The Ins And Outs Of A Dual Degree

by Allen Chiou Dr. David Svec, Joyce Ho, Manuel Lam, and Dr. David Iberri

This chapter is a free excerpt from The Best Book on Med School Admissions.

Dual degree programs allow you to pursue two degrees simultaneously.

To me, a dual degree program like Stanford’s MD/MBA is tempting. Business skills would come in handy if I were to start a non-profit organization or work in hospital administration. For now, I am mainly focused on pursuing my MD, though whether I decide to enroll in a dual degree program is a decision I’m still weighing.

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Dual degree programs allow you to pursue two degrees simultaneously.

To me, a dual degree program like Stanford’s MD/MBA is tempting. Business skills would come in handy if I were to start a non-profit organization or work in hospital administration. For now, I am mainly focused on pursuing my MD, though whether I decide to enroll in a dual degree program is a decision I’m still weighing.

Dual degree programs are attractive to people because they allow you to acquire a set of skills that complement your medical education. Also, you can usually obtain both degrees at an accelerated pace.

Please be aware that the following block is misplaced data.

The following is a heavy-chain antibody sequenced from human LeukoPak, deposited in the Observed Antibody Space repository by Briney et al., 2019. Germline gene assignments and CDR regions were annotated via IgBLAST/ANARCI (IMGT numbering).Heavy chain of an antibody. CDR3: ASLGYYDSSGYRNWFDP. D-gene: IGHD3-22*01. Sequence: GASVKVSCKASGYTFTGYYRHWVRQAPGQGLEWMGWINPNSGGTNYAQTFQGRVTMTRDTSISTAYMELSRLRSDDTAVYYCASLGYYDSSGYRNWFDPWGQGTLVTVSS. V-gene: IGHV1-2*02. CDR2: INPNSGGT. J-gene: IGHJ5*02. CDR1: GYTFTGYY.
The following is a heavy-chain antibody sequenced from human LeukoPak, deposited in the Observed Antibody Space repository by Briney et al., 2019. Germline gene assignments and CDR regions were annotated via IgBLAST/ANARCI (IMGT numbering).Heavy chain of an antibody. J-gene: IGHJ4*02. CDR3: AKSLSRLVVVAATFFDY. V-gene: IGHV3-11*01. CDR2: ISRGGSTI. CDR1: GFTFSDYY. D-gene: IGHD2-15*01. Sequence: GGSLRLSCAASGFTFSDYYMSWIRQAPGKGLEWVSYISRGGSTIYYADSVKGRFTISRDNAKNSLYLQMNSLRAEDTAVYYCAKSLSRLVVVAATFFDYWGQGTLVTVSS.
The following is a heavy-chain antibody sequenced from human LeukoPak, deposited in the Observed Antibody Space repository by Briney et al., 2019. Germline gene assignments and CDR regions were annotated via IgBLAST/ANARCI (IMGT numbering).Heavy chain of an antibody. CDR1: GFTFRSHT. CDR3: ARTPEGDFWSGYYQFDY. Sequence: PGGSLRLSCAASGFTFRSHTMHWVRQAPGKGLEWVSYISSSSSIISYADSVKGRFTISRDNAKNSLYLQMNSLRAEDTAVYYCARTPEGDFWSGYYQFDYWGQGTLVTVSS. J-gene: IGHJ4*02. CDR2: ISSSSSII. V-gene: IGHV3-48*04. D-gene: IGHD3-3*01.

One of my friends is enrolled in business school. She told me about the basic structure of her MD/MBA.

Business school usually takes two years. For my friend’s MD/MBA, she is taking one year off between her 2nd and 3rd years at med school to do the first year of business school. Later, she’ll take the last year of business school courses mixed in with her last year of clinics. Traditionally, MD/MBA students at Stanford take the first year of MBA courses after finishing 3rd year at the medical school, and they finish both degrees in their fifth and final year.

Separately, these two degrees would take six years. Through the dual degree program, my friend can obtain both in five.

Dual degree programs usually cut down on your electives time to facilitate the shortened overall length. But at the end of the program you have a business degree to go along with your MD.

If you’re willing to spend extra time in school and to sacrifice part of your electives freedom, a dual degree program is definitely something to consider.

If your school doesn’t have a degree program for something you’d also like to pursue, you can take a year off from your medical school program to attend a different school for that degree. Many med students at Stanford take a year off between their 2nd and 3rd years to pursue an MPH at Berkeley or elsewhere.

Taking a year off to pursue a degree elsewhere isn’t quite as streamlined as a dual degree program at the same institution, but you can decide what's best for you and your future.
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